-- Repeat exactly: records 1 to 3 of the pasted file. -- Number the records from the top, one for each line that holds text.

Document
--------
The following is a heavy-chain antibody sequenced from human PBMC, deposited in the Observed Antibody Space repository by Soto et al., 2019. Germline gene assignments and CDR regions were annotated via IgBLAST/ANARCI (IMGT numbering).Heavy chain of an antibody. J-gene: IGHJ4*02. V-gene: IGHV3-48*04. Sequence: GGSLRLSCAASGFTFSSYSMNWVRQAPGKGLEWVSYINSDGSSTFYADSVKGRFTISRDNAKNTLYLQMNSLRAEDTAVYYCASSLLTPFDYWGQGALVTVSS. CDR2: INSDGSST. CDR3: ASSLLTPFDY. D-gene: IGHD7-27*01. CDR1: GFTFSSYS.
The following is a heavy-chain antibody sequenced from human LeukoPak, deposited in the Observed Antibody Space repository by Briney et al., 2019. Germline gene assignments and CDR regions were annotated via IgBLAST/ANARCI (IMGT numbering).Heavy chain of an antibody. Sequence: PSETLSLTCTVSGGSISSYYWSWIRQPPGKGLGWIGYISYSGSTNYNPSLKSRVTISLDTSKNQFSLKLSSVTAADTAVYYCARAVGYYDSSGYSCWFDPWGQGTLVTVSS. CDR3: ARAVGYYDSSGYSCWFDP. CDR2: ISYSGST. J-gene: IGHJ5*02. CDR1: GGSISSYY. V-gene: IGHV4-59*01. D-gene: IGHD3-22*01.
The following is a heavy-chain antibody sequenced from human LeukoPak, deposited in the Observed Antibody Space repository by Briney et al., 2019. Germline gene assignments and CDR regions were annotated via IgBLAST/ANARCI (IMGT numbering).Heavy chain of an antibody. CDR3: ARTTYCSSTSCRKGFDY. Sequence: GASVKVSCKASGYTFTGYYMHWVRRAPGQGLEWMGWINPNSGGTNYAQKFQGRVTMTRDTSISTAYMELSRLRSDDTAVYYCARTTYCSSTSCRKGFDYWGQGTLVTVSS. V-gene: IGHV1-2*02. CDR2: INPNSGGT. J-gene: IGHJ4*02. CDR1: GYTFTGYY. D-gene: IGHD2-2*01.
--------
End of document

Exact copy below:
The following is a heavy-chain antibody sequenced from human PBMC, deposited in the Observed Antibody Space repository by Soto et al., 2019. Germline gene assignments and CDR regions were annotated via IgBLAST/ANARCI (IMGT numbering).Heavy chain of an antibody. J-gene: IGHJ4*02. V-gene: IGHV3-48*04. Sequence: GGSLRLSCAASGFTFSSYSMNWVRQAPGKGLEWVSYINSDGSSTFYADSVKGRFTISRDNAKNTLYLQMNSLRAEDTAVYYCASSLLTPFDYWGQGALVTVSS. CDR2: INSDGSST. CDR3: ASSLLTPFDY. D-gene: IGHD7-27*01. CDR1: GFTFSSYS.
The following is a heavy-chain antibody sequenced from human LeukoPak, deposited in the Observed Antibody Space repository by Briney et al., 2019. Germline gene assignments and CDR regions were annotated via IgBLAST/ANARCI (IMGT numbering).Heavy chain of an antibody. Sequence: PSETLSLTCTVSGGSISSYYWSWIRQPPGKGLGWIGYISYSGSTNYNPSLKSRVTISLDTSKNQFSLKLSSVTAADTAVYYCARAVGYYDSSGYSCWFDPWGQGTLVTVSS. CDR3: ARAVGYYDSSGYSCWFDP. CDR2: ISYSGST. J-gene: IGHJ5*02. CDR1: GGSISSYY. V-gene: IGHV4-59*01. D-gene: IGHD3-22*01.
The following is a heavy-chain antibody sequenced from human LeukoPak, deposited in the Observed Antibody Space repository by Briney et al., 2019. Germline gene assignments and CDR regions were annotated via IgBLAST/ANARCI (IMGT numbering).Heavy chain of an antibody. CDR3: ARTTYCSSTSCRKGFDY. Sequence: GASVKVSCKASGYTFTGYYMHWVRRAPGQGLEWMGWINPNSGGTNYAQKFQGRVTMTRDTSISTAYMELSRLRSDDTAVYYCARTTYCSSTSCRKGFDYWGQGTLVTVSS. V-gene: IGHV1-2*02. CDR2: INPNSGGT. J-gene: IGHJ4*02. CDR1: GYTFTGYY. D-gene: IGHD2-2*01.